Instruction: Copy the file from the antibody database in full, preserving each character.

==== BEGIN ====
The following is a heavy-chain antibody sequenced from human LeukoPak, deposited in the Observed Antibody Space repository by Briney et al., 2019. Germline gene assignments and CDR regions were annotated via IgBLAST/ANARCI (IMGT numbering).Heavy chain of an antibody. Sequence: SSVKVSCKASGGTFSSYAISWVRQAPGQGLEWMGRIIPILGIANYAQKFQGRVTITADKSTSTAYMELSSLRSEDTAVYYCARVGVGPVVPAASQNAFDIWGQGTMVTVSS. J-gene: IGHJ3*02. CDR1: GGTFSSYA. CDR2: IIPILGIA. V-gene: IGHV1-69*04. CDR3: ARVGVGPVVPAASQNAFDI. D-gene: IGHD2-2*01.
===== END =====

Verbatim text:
The following is a heavy-chain antibody sequenced from human LeukoPak, deposited in the Observed Antibody Space repository by Briney et al., 2019. Germline gene assignments and CDR regions were annotated via IgBLAST/ANARCI (IMGT numbering).Heavy chain of an antibody. Sequence: SSVKVSCKASGGTFSSYAISWVRQAPGQGLEWMGRIIPILGIANYAQKFQGRVTITADKSTSTAYMELSSLRSEDTAVYYCARVGVGPVVPAASQNAFDIWGQGTMVTVSS. J-gene: IGHJ3*02. CDR1: GGTFSSYA. CDR2: IIPILGIA. V-gene: IGHV1-69*04. CDR3: ARVGVGPVVPAASQNAFDI. D-gene: IGHD2-2*01.